With anthology horror shows such as Black Mirror rising in popularity, it was only a matter of time before someone else attempted another revival. Fortunately for us that someone is Jordan Peele, with his new ability to make pretty much whatever he wants after the immense success of Get Out.
With Peele producing the new Twilight Zone, it marks the first time since its original release where the show is united under one skilled storyteller, who we learned recently will actually be stepping into the narrator’s shoes, acting as the conduit between the real world and the titular nightmare realm. Originally, Peele was apprehensive about standing where Serling had stood, concerned that his background in comedy would take away from the energy of the show, but eventually reconsidered after the outpouring of fan support. His narration in the teaser trailer is already giving me goosebumps.
In this day and age, I think you’d be hard pressed to find someone better suited to take control of the show. The wildly successful sketch comedy show Key and Peele found success not only because it was helmed by two incredibly funny men, but also because it put society under a microscope, and then exaggerated the absurd, creating a commentary that holds up under scrutiny and the passage of time. People still quote the show with surprising regularity–myself included.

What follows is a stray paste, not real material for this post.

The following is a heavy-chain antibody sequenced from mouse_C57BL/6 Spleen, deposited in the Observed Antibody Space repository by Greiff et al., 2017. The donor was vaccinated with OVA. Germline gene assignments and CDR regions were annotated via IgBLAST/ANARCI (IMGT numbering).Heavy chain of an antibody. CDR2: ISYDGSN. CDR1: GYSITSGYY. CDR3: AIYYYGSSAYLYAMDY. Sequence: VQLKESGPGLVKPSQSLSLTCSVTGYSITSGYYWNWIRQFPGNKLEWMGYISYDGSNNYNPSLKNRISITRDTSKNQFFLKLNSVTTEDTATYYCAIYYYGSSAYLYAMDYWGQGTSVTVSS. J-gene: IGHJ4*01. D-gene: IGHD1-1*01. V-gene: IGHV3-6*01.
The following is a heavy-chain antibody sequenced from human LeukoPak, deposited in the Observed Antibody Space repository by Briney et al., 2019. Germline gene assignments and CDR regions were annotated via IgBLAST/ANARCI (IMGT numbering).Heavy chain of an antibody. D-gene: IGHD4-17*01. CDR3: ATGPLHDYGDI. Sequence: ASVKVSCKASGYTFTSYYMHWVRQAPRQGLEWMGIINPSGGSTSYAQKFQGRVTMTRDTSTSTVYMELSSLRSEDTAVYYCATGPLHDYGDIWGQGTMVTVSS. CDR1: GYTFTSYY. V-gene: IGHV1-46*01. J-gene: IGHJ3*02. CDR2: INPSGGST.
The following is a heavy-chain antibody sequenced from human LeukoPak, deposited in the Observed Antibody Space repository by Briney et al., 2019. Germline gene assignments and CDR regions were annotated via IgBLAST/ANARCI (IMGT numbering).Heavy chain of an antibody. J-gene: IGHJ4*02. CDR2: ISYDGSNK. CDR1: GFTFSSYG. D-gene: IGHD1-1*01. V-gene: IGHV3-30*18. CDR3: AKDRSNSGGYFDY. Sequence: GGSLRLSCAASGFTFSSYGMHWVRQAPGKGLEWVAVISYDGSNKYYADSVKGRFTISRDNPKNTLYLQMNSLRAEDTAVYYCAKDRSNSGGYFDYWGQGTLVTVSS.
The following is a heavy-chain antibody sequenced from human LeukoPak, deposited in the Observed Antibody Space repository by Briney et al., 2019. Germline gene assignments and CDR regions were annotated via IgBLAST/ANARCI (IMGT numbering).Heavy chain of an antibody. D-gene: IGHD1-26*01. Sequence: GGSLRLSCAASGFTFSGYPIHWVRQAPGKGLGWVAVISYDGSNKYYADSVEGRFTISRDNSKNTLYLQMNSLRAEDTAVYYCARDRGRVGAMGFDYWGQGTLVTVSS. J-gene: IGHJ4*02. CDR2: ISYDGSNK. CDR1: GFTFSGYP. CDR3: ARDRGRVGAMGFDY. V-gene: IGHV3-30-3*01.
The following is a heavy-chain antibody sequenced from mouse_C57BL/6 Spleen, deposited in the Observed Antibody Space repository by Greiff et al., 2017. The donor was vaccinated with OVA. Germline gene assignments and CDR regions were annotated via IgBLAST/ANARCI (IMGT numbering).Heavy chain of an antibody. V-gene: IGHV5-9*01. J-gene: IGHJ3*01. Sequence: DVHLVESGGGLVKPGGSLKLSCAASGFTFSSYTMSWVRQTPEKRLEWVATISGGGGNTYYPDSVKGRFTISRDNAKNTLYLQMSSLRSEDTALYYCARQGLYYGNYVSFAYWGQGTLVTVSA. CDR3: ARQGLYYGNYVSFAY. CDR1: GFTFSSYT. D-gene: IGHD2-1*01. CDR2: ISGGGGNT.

That same analytical eye was honed and focused to a sharp edge in the production of Get Out, and will only get better with the continuation of The Twilight Zone, a show that did the very same thing in its day, even when it wasn’t necessarily welcome. It wasn’t all scares and life lessons, there was whimsy and fun as well, putting the project firmly in Peele’s wheelhouse.
While some fans are concerned and dismayed by recent news that some of the old episodes will be remade by Peele–namely “Nightmare at 30,000 Feet” which will be starring Adam Scott of Parks and Recreation fame–there’s nothing to indicate that the story won’t be altered by Peele and team in order to create something new. To think that the series will be all remakes would be folly, as Peele has proved himself a capable and original storyteller who is unafraid to step outside the norm.
In a recent interview with Variety, Peele himself addressed the lack of imagination in Hollywood. I feel it’s safe to say that we don’t have a reason to worry. The new show is going to do what the old one did, which is hold up a mirror to our society and let us see who we are, warts and all. Only this time, the mirror is going to feature more than one color of person.
The reboot will premiere in 2019, the year that will mark the 60th anniversary of the premiere of the original show, on the CBS All Access, the network’s new streaming platform. We can expect little bits of information to keep trickling out in the meantime, like a story in itself, playing out in the abstract.
The Twilight Zone feels like somewhere I used to live, that I can still look at pictures of, but haven’t been able to return to… As if I haven’t been able to find my ticket to board the train back. On the 60th anniversary, I look forward to the portal being opened again, and held by a guide who knows his way around.
Andrew Keahey is a horror enthusiast and writer currently based in Austin, Texas. He’s been watching horror movies since he was far too young, and primarily writes essays, short fiction, and poetry.